CMC Electronics buys L-3 SmartDeck cockpit
Montreal-based Esterline CMC Electronics has acquired an exclusive technology license for L-3 Communications’ SmartDeck cockpit that will allow the firm to develop, build and market its own integrated flight deck products using L-3 technologies.
CMC Electronics president Greg Yeldon said the agreement with L-3 Avionics Systems to further develop, manufacture and sell the Part 23 SmartDeck glass cockpit technology–which has flown in a Cirrus SR22 and was originally slated for the flight deck of the Cirrus Vision very light jet–is of “strategic importance” to his company. CMC is investing nearly $150 million in research and development for a new integrated avionics suite called FronTier. Canada’s Innovation & Technology Office is kicking in another $52.3 million over the five-year R&D period to bring the cockpit suite to market.
“The low-cost SmartDeck cockpit opens new markets for us and provides a platform for our existing enhanced vision, electronic flight bag and other products,” Yeldon said. “We plan to build on the current SmartDeck technologies using our experience in Part 23 and Part 25 cockpit certification to grow SmartDeck into various adaptable solutions for all types of aircraft.”
The agreement also grants CMC other non-exclusive rights to certain SmartDeck components and applications. SmartDeck is a TSO’d and STC’d integrated avionics system that can include synthetic vision, moving map, weather and terrain awareness features.
“This acquisition will increase CMC’s flexibility to meet our customers’ needs and give us broad applications across various markets,” for both OEM and retrofit opportunities, Yeldon added. He said the licensing agreement was signed after CMC responded to reports that L-3 was willing to sell off SmartDeck technology. The deal also gives CMC exclusive rights to the SmartDeck name.
L-3 Avionics Systems had high hopes for the SmartDeck cockpit but was unable to find a launch customer after Cirrus backed out of a deal to bring the avionics system to its single-engine Vision jet. L-3 sued Cirrus in May 2009, claiming the aircraft manufacturer owed it $18.7 million under supply agreements dating back to 2007, when Cirrus was also seriously considering bringing SmartDeck to the SR22. Cirrus instead chose versions of Garmin’s G1000 cockpit for the Vision jet and as an SR22 option.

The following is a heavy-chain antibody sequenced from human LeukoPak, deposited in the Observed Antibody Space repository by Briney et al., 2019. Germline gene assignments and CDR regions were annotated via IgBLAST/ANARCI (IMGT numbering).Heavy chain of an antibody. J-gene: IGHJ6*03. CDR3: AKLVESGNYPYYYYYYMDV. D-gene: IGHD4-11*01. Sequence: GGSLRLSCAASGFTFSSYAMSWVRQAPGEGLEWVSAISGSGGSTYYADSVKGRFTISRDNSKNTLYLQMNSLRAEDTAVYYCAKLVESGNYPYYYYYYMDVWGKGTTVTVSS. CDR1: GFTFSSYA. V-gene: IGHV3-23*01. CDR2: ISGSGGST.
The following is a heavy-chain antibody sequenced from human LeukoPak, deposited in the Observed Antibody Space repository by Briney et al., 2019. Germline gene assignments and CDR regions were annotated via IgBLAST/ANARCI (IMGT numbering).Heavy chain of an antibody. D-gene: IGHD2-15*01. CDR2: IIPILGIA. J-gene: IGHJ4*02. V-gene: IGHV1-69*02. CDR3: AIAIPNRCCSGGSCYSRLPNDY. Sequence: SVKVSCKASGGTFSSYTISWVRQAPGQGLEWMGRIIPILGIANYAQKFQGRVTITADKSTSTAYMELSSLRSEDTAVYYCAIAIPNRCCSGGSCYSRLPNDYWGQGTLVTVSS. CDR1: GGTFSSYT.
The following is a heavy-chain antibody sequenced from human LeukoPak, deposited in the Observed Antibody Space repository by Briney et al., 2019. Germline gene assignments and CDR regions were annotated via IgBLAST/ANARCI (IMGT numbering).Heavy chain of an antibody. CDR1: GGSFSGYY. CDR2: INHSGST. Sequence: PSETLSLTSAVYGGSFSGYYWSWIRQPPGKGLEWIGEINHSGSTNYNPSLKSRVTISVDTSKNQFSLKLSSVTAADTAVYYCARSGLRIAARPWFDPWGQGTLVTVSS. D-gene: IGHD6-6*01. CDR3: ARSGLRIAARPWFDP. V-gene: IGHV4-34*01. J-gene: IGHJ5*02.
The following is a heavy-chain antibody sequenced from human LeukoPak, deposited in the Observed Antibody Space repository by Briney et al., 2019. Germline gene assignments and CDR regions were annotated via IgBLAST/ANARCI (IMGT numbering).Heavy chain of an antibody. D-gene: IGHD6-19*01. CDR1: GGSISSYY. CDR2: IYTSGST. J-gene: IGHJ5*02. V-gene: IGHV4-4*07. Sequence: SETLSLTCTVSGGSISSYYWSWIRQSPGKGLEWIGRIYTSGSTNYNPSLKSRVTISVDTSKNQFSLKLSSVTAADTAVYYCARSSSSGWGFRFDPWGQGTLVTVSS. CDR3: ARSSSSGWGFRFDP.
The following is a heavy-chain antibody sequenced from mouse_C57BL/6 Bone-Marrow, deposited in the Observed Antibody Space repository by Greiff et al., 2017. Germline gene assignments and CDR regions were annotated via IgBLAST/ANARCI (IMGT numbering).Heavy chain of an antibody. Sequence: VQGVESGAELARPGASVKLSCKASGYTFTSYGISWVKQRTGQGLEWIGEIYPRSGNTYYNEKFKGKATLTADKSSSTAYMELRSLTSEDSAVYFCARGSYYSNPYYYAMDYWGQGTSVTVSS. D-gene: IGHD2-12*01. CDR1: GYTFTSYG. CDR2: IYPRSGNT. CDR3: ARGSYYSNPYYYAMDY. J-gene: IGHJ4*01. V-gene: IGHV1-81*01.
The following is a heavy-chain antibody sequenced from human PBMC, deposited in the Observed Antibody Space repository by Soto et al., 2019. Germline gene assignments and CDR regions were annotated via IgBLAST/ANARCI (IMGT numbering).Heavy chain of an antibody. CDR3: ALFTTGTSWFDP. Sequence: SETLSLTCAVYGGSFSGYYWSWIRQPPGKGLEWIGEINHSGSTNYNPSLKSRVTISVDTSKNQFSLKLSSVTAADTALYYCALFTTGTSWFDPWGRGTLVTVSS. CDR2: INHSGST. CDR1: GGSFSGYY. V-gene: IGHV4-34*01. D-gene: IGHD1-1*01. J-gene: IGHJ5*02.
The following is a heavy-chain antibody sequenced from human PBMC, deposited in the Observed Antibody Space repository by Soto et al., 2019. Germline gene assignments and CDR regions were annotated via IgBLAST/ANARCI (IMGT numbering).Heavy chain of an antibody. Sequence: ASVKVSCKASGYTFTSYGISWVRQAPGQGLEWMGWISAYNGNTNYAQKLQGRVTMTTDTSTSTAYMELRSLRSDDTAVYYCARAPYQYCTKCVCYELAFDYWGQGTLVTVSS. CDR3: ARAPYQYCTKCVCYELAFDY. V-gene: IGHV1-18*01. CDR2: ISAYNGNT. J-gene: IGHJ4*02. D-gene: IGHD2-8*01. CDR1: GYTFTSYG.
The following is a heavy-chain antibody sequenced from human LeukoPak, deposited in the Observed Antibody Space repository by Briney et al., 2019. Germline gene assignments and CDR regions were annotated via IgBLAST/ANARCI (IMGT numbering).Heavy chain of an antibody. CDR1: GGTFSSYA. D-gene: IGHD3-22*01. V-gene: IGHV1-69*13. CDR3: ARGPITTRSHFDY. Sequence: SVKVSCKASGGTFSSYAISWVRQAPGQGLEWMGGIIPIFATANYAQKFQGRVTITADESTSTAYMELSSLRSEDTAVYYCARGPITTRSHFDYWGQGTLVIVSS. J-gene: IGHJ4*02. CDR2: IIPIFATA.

In the lawsuit, Grand Rapids, Mich.-based L-3 Avionics alleges that Cirrus signed a contract to purchase 350 SmartDeck systems to serve as the “sole-supplier” cockpit for the Cirrus SR22-G3, but later backed out of the deal. L-3 claims Cirrus eventually agreed to go ahead with the purchase of 75 SmartDeck systems but later asked that L-3 not ship the systems because of a slowdown in aircraft orders. L-3 then demanded Cirrus pay $18.7 million in SmartDeck development costs, a figure Cirrus argued was far too high. L-3’s lawsuit against Cirrus is scheduled to go trial this month.
The main elements of SmartDeck are its large-format flight displays with bezel-mounted soft keys and an innovative center control unit (CCU) that pilots would use for entering flight plan information, setting radio frequencies and transponder codes, selecting autopilot modes and other tasks. SmartDeck is controlled by three sets of concentric rotary knobs, one set for each display unit, and by several dedicated buttons that always command the same function. For example, pushing the “direct to” button always selects a direct course to the active waypoint.
The SmartDeck name has existed for a number of years, tracing its lineage back to the days when Goodrich owned the business. L-3 Communications purchased the company in 2003, giving managers at the avionics division the green light to relaunch SmartDeck with technology assistance from other L-3 divisions. As a result, the CCU display and a number of other components were supplied by sister L-3 companies. SmartDeck development involved 31 individual TSO approvals.
CMC’s FronTier avionics system was originally intended for turbine helicopters, Part 25 business jets and airliners. Discussions began with a number of OEMs interested in FronTier, which would have been offered with four 14-inch or larger displays, consisting of two PFDs and two MFDs. CMC’s deal with L-3 will allow the firm to continue FronTier development while exploring new markets, the company said.